Kubel has struggled mightily this season (I ought to know. He’s the only Twins player on my fantasy team, firmly on my team’s bench for Sunday’s dramatics.) The grand slam was his first homer since April 12, which if you remember was the Target Field opener.

He’s now hitting just .225 with three homers and 15 RBIs entering Monday’s game against Toronto.

That’s quite a drop in production from last season, when Kubel hit .300 with 28 homers and a team-leading 103 RBIs.

And it’s worth repeating, Kubel was a top-five slugger in the big leagues last season against right-handed pitching.

The Twins need Kubel to start hitting. Maybe the impact of Sunday’s homer will stretch beyond a win against the Yankees.

Evil Empire strikes again

Move over, Bambino. Get lost, Billy Goat. Let’s call this one, "the Curse of L-Rod."

Former Minnesota Twins infielder Luis Rodriguez hit a two-run home run in the ninth inning of a game July 4, 2007, as the Twins won that day 6-2. That game was at Yankee Stadium.

It was a meaningless moon shot. Without it, the Twins still win by 2. But that homer stands out in two different ways: That was the last time the Twins won at Yankee Stadium, and that was the last time the Twins homered at Yankee Stadium – old or new – with men on base, including postseason games.

Forget about doing the little things. The Twins aren’t doing the big things in the Bronx, either.

Granted, the Twins don’t play at Yankee Stadium a whole lot. It’s just one or two series per season.

But there’s no doubt Minnesota isn’t getting the job done with runners on base, either this season or in recent history in the Bronx.

We saw it as early as the top of the second inning on Friday. Nick Punto broke the Twins’ hex with the bases loaded and nobody out, driving a run in with a walk. Minnesota, given an easy run by starter A.J. Burnett, then hit into a double play (home to first base, preventing a run from scoring) and struck out to end the threat.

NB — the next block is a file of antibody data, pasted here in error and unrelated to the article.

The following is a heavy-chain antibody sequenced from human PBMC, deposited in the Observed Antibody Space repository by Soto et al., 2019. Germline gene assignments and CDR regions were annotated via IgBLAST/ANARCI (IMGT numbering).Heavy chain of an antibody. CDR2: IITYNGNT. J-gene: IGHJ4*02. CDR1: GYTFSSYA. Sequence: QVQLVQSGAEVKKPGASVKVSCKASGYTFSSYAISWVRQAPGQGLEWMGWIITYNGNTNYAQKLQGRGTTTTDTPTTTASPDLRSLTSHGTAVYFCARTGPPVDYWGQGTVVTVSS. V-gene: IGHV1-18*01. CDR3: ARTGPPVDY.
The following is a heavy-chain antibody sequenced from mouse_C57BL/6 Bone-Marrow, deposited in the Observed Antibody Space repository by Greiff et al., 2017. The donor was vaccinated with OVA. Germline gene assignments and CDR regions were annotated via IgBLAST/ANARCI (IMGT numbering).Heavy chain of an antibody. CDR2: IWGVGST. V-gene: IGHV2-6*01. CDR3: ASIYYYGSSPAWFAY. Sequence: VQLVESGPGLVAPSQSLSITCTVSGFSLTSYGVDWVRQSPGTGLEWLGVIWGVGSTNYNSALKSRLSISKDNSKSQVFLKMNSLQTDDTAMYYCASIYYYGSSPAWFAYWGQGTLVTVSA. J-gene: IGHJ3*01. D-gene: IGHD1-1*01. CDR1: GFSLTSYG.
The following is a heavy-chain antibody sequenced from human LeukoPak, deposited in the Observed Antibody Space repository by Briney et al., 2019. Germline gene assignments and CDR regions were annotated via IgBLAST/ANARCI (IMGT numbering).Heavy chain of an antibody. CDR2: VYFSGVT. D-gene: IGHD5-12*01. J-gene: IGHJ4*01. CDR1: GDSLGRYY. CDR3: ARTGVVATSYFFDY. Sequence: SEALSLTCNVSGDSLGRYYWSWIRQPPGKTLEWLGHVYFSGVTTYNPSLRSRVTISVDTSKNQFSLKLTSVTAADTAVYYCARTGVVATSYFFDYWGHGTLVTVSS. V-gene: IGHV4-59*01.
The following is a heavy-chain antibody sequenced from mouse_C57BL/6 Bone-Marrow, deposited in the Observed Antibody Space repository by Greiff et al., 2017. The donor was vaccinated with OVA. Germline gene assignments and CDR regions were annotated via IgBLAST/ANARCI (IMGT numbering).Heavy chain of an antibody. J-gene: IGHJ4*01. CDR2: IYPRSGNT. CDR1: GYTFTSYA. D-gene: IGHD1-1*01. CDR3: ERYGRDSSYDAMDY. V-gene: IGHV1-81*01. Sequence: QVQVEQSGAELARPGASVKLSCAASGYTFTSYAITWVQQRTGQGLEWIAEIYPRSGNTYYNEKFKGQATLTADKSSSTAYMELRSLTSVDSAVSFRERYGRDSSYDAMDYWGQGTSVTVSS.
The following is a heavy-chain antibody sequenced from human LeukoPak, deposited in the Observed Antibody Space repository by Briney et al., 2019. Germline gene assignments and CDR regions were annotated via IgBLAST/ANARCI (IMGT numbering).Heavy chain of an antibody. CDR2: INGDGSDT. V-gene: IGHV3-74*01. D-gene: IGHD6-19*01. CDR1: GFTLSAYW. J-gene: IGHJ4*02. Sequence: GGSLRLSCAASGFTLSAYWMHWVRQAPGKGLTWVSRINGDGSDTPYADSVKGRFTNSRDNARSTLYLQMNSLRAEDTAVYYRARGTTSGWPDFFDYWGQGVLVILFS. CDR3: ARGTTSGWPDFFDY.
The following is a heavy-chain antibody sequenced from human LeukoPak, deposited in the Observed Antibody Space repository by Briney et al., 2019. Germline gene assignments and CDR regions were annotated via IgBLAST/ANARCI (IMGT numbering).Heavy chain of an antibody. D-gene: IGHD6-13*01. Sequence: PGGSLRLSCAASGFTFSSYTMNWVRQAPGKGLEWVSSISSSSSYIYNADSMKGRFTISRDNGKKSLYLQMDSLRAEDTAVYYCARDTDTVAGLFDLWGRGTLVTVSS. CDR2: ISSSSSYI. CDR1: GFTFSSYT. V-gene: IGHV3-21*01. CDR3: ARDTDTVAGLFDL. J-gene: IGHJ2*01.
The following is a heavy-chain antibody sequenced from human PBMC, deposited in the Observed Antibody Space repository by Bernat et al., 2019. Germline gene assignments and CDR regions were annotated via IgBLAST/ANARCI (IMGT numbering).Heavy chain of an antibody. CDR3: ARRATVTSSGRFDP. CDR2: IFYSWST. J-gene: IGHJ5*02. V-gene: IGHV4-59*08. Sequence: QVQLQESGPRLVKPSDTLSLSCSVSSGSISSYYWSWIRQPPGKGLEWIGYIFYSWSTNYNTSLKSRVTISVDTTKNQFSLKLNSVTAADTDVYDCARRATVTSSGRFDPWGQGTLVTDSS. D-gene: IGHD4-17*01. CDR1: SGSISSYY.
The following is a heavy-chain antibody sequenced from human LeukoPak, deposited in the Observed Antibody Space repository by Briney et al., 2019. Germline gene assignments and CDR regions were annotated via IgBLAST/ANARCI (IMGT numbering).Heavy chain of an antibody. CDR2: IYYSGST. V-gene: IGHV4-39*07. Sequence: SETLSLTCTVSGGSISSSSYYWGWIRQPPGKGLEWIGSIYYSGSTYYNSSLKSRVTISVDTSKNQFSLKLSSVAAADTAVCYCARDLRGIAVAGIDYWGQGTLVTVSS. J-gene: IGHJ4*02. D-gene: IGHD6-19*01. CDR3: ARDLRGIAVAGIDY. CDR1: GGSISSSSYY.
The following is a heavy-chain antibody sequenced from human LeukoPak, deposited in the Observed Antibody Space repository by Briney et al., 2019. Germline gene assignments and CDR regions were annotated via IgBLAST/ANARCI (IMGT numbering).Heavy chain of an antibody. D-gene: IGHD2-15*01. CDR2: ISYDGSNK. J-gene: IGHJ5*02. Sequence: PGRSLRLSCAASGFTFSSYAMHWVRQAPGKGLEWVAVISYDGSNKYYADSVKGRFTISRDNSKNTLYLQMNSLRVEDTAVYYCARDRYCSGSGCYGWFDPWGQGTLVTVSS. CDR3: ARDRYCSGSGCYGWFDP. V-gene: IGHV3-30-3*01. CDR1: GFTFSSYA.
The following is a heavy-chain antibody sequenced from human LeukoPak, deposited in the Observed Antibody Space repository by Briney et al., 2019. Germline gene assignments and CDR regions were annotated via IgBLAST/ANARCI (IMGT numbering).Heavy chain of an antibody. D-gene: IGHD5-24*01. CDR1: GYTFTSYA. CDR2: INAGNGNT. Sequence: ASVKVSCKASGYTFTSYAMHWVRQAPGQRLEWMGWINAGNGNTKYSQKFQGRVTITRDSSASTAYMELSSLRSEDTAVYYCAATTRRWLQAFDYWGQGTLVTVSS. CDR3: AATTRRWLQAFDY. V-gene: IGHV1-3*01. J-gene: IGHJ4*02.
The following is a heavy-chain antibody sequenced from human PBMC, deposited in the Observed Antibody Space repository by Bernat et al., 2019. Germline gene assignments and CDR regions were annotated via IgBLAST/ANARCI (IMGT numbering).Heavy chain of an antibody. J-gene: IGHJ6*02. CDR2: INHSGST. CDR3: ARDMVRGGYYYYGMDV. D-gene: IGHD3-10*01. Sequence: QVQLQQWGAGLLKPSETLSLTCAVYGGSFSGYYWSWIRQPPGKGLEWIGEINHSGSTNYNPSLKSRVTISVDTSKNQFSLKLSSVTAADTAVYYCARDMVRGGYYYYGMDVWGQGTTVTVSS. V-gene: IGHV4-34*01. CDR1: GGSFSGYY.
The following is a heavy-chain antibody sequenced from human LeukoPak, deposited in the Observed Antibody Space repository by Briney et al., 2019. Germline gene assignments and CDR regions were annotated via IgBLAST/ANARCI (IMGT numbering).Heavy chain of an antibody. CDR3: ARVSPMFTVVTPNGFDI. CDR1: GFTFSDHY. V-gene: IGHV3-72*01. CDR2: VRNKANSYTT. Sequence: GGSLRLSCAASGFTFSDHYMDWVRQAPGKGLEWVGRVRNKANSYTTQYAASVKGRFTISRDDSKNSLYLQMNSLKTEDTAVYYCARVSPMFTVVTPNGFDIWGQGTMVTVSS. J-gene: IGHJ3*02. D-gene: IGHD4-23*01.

On Saturday, the Twins just didn’t have many chances. Only three times did the leadoff hitter reach in an inning, and twice that leadoff hitter was forced out in a double play, as the Twins failed to collect even one extra-base hit in the game.

Days like Sunday are why the Twins need Jim Thome to end this incredible losing streak to the Yankees. They don’t need him to put the team on his back, though I’m sure their "allergic to the Big Apple" offense would appreciate it.

No, they simply need his veteran presence. They need someone who has been on the Big Stage before, having been a key cog in two World Series appearances by the Cleveland Indians in the 1990s. They need someone to remind them this is "just another regular-season game" and that "it’s a marathon, not a sprint."

What’s that? Thome is a career .219 hitter in the Bronx?

Maybe the Twins really are cursed there.

Radio show lineup today

I’m back on "Sports Talk" on 970-AM WDAY radio from 1-2 p.m. today with Forum reporter Kerry Collins.

Today, we’ll be talking about the "big" Twins-Yankees series. Do you think it’s a big series? We’ll try to break it down as best we can.

Also, we plan to discuss the future of LeBron James. Will he stay in Cleveland? 

We’re taking phone calls at 293-9000 or (800) 279-9329 or you can e-mail us at